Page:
Your bow needs maintenance to perform its best. It’s much like a car, which needs its oil and fluids checked and replaced regularly, and tire pressure and treads routinely monitored.
Your archery shop’s knowledgeable bow mechanics will keep your bow operating at peak performance. But how often should your bow go in for service? What must be fixed and maintained? Here’s what you need to know about maintaining your bow.
A bow is a mechanical device that endures wear over time, and no bow part sustains more significant wear than the bowstring. Bowstrings on recurves and compounds need constant maintenance, and eventually require replacement. If you watch slow-motion videos of a bow being shot, the violent action is mesmerizing. The bowstring takes the brunt of the force, and wears out over time.
You can prolong the bowstring’s life by maintaining and properly storing it. Also, regularly apply bowstring wax, which is available at archery stores. That’s an essential part of bow maintenance. Before you shoot each day, inspect your bowstring for anything that looks fuzzy, and run your fingers up and down its length to see if it feels dry. If you detect either condition, apply wax to the bowstring and rub it in with your fingers until it melts fully into the string.
Storing your bow in a climate-controlled setting extends its life by preventing string stretch. If you have a recurve or longbow, remove its string between shooting sessions to extend its life. A compound bow’s draw length, brace height, draw weight and tuning adjustments are all affected by string stretch. High temperatures make bowstrings stretch rapidly. Store your bow indoors where consistent temperatures prevent unwanted string stretch.
The bowstring’s servings also endure wear. Bowstring servings are a braided thread wrapped around your bowstring in high-wear areas. You’ll notice servings in the center of the bowstring where the arrow nocks onto the string, and at both ends where it attaches to the bow. Servings can loosen over time. When that happens, take your bow to a nearby archery shop for inspection. Bow technicians will repair the serving or replace the string.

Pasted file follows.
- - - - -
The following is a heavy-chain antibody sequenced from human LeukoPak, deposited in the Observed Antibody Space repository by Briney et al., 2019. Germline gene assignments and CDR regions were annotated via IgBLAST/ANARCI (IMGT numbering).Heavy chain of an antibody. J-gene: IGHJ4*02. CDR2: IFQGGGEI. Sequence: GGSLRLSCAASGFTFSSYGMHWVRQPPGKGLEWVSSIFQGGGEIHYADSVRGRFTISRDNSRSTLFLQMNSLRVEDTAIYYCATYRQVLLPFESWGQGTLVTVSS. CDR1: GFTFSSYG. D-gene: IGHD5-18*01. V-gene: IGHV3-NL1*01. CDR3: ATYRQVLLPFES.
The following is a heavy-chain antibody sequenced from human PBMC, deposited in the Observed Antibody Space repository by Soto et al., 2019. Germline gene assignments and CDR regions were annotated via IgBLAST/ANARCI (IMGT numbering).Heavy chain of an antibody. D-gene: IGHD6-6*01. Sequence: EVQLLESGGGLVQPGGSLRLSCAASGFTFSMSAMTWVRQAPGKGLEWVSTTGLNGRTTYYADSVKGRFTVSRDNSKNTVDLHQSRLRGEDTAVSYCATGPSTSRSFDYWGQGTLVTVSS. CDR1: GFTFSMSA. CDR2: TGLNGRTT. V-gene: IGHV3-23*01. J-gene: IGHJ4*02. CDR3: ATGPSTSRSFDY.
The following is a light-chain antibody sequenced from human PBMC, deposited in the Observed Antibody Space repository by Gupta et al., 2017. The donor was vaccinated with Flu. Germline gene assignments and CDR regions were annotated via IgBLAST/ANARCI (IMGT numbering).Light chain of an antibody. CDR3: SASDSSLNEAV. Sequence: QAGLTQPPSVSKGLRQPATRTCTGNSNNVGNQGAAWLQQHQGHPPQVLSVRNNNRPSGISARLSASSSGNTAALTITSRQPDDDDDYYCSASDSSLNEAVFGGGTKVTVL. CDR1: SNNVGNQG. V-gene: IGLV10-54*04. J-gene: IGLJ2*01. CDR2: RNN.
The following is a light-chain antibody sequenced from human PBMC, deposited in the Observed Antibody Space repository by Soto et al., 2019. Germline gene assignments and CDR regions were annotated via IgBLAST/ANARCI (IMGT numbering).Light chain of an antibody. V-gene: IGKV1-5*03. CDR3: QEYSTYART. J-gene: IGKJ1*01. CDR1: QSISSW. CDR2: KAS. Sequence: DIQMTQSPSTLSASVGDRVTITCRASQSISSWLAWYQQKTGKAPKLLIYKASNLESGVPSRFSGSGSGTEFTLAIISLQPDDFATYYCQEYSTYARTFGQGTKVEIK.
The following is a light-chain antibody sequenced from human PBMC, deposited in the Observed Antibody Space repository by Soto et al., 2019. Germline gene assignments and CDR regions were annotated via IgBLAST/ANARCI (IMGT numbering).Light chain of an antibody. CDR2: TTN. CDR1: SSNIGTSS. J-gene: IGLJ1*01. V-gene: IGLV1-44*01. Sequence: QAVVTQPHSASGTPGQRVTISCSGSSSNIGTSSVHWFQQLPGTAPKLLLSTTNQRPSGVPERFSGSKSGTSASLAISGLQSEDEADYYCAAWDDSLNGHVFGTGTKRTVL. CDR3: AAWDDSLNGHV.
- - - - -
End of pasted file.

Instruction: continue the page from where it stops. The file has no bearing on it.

Much like car tires, bowstrings wear out over time. When should you replace them? It depends on the bow’s draw weight, how often you shoot it, how well it’s maintained, and the conditions it regularly faces.
Properly maintained bowstrings can last about three years, but should then be replaced. The bowstring should also be replaced if it has frays or a broken strand. If you’re unsure whether to replace your bowstring, visit an archery store for assistance. The best part about replacing a bowstring is that you can choose custom colors that make your bow unique.
Young archers who experience growth spurts might notice their bow no longer fits right. That’s because as archers grow, their bow must adjust with them to ensure comfort and accuracy. Most youth bows easily adjust, which is best done at an archery shop by a bow technician.
Much happens in a year, and so it’s a good idea to visit your favorite bow bow technician annually. Bowstrings stretch, parts vibrate loose and things get knocked out of alignment. Bow technicians check your bow and retune everything. The downside is this: You can no longer blame the bow for bad shots.
Drops, Spills and Dry-Fires
Accidents happen, even to seasoned archers. If you drop your bow or dry-fire it, take it to a bow tech immediately. A dry-fire means shooting a bow without an arrow. Bows are not designed to shoot air. When you draw a bow and release the bowstring without an arrow nocked, all the stored energy meant for the arrow goes straight into the bow. The noise is horrendous.
Dry-firing is scary and dangerous, but it happens. If you dry-fire a bow, immediately check yourself for injuries. If you’re unharmed, immediately place the bow in a case. If it starts coming apart, the bow case will contain its parts. Then drive to the archery shop so a technician can evaluate your bow and make repairs.
A well-maintained bow provides years of enjoyment. If your bow has been neglected and needs a tune-up, head to an archery shop. They’ll get it shooting like new again.